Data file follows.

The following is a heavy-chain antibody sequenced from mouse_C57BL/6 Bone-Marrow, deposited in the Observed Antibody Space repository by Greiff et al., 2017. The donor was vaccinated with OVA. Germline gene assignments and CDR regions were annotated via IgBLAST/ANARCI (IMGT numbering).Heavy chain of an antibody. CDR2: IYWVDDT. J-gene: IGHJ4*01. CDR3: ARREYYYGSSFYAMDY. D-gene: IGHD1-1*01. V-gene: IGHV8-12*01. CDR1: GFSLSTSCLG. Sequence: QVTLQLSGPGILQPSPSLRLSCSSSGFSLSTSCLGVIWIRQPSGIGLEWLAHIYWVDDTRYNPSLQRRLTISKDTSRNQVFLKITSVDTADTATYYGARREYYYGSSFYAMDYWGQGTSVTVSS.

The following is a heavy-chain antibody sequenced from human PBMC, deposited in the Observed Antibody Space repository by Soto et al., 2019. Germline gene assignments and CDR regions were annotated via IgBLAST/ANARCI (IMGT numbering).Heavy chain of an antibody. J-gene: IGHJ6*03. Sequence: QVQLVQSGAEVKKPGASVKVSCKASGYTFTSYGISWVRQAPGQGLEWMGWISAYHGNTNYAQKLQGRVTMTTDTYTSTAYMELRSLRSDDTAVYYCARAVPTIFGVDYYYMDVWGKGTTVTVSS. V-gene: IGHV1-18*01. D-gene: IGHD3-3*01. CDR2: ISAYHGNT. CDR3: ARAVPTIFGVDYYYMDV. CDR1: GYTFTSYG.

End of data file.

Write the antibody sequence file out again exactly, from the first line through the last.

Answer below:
The following is a heavy-chain antibody sequenced from mouse_C57BL/6 Bone-Marrow, deposited in the Observed Antibody Space repository by Greiff et al., 2017. The donor was vaccinated with OVA. Germline gene assignments and CDR regions were annotated via IgBLAST/ANARCI (IMGT numbering).Heavy chain of an antibody. CDR2: IYWVDDT. J-gene: IGHJ4*01. CDR3: ARREYYYGSSFYAMDY. D-gene: IGHD1-1*01. V-gene: IGHV8-12*01. CDR1: GFSLSTSCLG. Sequence: QVTLQLSGPGILQPSPSLRLSCSSSGFSLSTSCLGVIWIRQPSGIGLEWLAHIYWVDDTRYNPSLQRRLTISKDTSRNQVFLKITSVDTADTATYYGARREYYYGSSFYAMDYWGQGTSVTVSS.

The following is a heavy-chain antibody sequenced from human PBMC, deposited in the Observed Antibody Space repository by Soto et al., 2019. Germline gene assignments and CDR regions were annotated via IgBLAST/ANARCI (IMGT numbering).Heavy chain of an antibody. J-gene: IGHJ6*03. Sequence: QVQLVQSGAEVKKPGASVKVSCKASGYTFTSYGISWVRQAPGQGLEWMGWISAYHGNTNYAQKLQGRVTMTTDTYTSTAYMELRSLRSDDTAVYYCARAVPTIFGVDYYYMDVWGKGTTVTVSS. V-gene: IGHV1-18*01. D-gene: IGHD3-3*01. CDR2: ISAYHGNT. CDR3: ARAVPTIFGVDYYYMDV. CDR1: GYTFTSYG.